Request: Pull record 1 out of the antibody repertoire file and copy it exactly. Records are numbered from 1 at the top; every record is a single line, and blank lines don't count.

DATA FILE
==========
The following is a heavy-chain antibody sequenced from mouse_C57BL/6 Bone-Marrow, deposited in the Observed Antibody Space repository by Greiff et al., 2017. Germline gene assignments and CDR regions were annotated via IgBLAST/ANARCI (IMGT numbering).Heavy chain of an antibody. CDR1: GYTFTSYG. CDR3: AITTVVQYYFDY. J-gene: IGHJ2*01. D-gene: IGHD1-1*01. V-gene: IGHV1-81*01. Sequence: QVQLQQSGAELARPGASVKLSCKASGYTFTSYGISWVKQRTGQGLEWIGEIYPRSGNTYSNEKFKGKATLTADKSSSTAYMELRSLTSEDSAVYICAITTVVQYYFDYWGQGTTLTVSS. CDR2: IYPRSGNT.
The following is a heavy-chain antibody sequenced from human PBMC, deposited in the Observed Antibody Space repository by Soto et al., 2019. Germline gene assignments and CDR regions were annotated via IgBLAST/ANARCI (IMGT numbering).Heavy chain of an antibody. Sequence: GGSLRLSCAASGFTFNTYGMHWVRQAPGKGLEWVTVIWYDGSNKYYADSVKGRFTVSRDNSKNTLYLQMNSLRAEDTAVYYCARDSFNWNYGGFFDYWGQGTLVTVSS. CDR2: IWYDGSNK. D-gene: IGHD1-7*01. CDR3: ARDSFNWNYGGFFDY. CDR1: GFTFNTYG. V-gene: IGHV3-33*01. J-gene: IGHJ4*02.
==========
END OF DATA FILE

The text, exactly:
The following is a heavy-chain antibody sequenced from mouse_C57BL/6 Bone-Marrow, deposited in the Observed Antibody Space repository by Greiff et al., 2017. Germline gene assignments and CDR regions were annotated via IgBLAST/ANARCI (IMGT numbering).Heavy chain of an antibody. CDR1: GYTFTSYG. CDR3: AITTVVQYYFDY. J-gene: IGHJ2*01. D-gene: IGHD1-1*01. V-gene: IGHV1-81*01. Sequence: QVQLQQSGAELARPGASVKLSCKASGYTFTSYGISWVKQRTGQGLEWIGEIYPRSGNTYSNEKFKGKATLTADKSSSTAYMELRSLTSEDSAVYICAITTVVQYYFDYWGQGTTLTVSS. CDR2: IYPRSGNT.